Combine that with Lee’s interpretation of China’s “mass protests” after the Senkaku purchases (as quoted by you under #49 under the “How does Japan look at the Chinese protests” post (Sept 23), and combine that with your comments on Richard’s “Great-Leap-Forward” thread. It’s one thing to say that ´o Grada’s criticism of Dikotters “Great Famine” is a recommendable read. It’s another to suggest that some approaches it all too easy for the Global Times and other nationalist Chinese media to tar and paint all Western academics with the same brush (#72 there).
As if the “Global Time’s” verdict was a standard to go by.

Then your comment #221 on the same thread, as Richard re-opened the thread:
“Somchai is posting flamebait and he knows it. Not sure why you’d reopen a comment thread to let someone post what is essentially an extended ad hominem.”.

That, plus your idea that news about Xi Jinping’s financial situation shouldn’t have been reported, as it would lead to “a lot of their mainland sources .. no longer talk(ing) to them”. As if that should stop news people from doing their job.

These repeating patterns lead to my impression that your main interest is to see reports like these – be it Bloomberg, be it the NYT – or their impact limited.

October 31, 2012 @ 8:23 pm | Comment

More form the Asia Times Online

I do love a nice conspiracy theory 🙂

November 1, 2012 @ 5:11 am | Comment

I have issues with that article on several level, Mike.

November 1, 2012 @ 6:37 am | Comment

That, Richard, is the beauty of having a political system based on “5000 years of history” and seemingly completely unchanged since then and unprepared for the modern age of instant communication. What the top echelons in Zongnanhai do these days in power transitions might have worked even as recently as the Qing era but now leave themselves completely open to any old rumour that can do the rounds internationally.
Of course, completely blocking the NYT (bit of a pisser as I’ll be in China this January on holiday) because it “blackens China’s name and has ulterior motives” (not blackening Wen, you understand, blackening all of China!) isn’t something an innocent would say, is it?

November 1, 2012 @ 7:25 am | Comment

Maybe they should have classified all these ownership details as state secrets.

November 1, 2012 @ 11:30 am | Comment

They can still do that now, and then prosecute the NYT, Ron. In China, anyway.

But let’s not shout at Francesco Sisci. He’s from Nothing-Happens-Without-a-Reason Country.

Btw, nothing against a bit of speculation, but criticizing the NYT for portraying Wen almost like a big moneymaker within the state and not going into any details himself re his own scenario is weak.

November 1, 2012 @ 2:11 pm | Comment

Want China Times has an interesting take on the Wen family financial problem based on Wikileaks information:
“A US diplomatic cable leaked by whistleblowing website WikiLeaks claims that China’s premier, Wen Jiabao, has been troubled by his family’s questionable financial dealings for at least the past five years.

The business activities of Wen’s family were brought under the spotlight last week after the New York Times published an article claiming that relatives including Wen’s mother, wife and children control hidden wealth in excess of US$2.7 billion. China’s foreign ministry condemned the article as a smear campaign, while Wen’s son Wen Yunsong, otherwise known as Winston Wen, retained two lawyers to study the possibility of a defamation lawsuit.

It now appears that Wen had known for quite some time that the scale and provenance of his family’s wealth might come back to haunt him. In a confidential telegram dated Sept. 20, 2007, the deputy principal officer of the US consulate in Shanghai, Simon Schuchat, referenced a source who claimed that the business operations of Wen’s family is “a major political headache” for the premier.

In a section titled “Wen Jiabao: Chain of Fools,” Wen’s wife Zhang Peili was described as a heavyweight in China’s jewelry industry, having once worked as a high-level official of top diamond trading firm Daimengde. Though Zhang resigned from her position after Wen was named premier in 2003, it was “in name only” and she remains “very influential in the industry,” the telegram said.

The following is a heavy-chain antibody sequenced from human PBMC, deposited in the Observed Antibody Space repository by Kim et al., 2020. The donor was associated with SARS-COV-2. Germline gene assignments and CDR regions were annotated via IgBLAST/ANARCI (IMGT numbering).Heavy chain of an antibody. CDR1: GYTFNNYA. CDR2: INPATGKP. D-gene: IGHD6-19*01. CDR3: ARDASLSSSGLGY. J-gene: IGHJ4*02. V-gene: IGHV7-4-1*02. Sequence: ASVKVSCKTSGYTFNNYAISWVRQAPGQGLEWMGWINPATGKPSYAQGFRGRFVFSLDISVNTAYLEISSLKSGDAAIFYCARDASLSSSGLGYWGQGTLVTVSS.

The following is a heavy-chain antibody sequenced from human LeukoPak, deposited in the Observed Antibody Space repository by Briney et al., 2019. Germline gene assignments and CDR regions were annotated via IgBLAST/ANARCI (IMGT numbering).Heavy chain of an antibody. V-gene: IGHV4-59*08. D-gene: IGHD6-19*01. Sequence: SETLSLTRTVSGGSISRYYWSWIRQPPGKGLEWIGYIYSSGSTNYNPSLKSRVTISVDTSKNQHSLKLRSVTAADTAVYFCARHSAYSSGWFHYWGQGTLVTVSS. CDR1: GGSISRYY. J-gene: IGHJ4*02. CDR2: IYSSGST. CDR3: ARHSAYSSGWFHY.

The document also mentioned that Wen’s daughter, Wen Ruchun, worked for the Beijing branch of global financial services firm Credit Suisse for a year, while his son Winston ran an investment fund.

“Wen’s wife and children all have the reputation as people who can ‘get things done’ for the right price,” said the report, which was published by WikiLeaks in 2009.

The source stopped short of accusing Wen’s family of taking bribes but said they are “amenable to accepting exorbitant ‘consulting fees’ or selling inferior diamonds at a significant mark-up.”

The section concluded by saying that Wen is “disgusted with his family’s activities but is either unable or unwilling to curtail them,” adding that he would like to divorce his wife but is “constrained” by the prominence of his political position.

The name of the source was redacted in the leaked document, although according to Duowei News, an outlet run by overseas Chinese, the source was a China-born high-level executive of an American corporation in Shanghai.

The revelations formed part of a confidential US report looking into Chinese leaders in the lead up to China’s 17th National Congress, held in October 2007. The 18th National Congress, where Wen and his cohort are expected to step aside to make way for the next generation of Communist Party leaders, is scheduled to commence in Beijing next week.”

November 1, 2012 @ 8:19 pm | Comment

The Asia Times publishes a lot of flakey stuff, conspiracy theories and even a monthly dose of straight-up North Korean propaganda. Even more than other such sites, a reader has to work hard to find quality there amid the dross.

November 1, 2012 @ 8:26 pm | Comment

Wen and almost every other coummunist party member are the arch traitors of the Chinese nation. Worse than Wu sangui or Wang jingwei because their race treason is self manifesting rather than having an outside provenance. The regeneration of the Han race will begin only once they and their families have been exterminated to the 10th degree. My only question is which western nation they will seek to run to and if that snakes are willing to shelter the rats.

November 2, 2012 @ 7:54 am | Comment

You need to get out more, Jing. Make some friends, try some new things, maybe even meet a girl. I know that being completely bugfuck crazy makes it hard for you, but, hey, you gotta try.

November 2, 2012 @ 11:15 am | Comment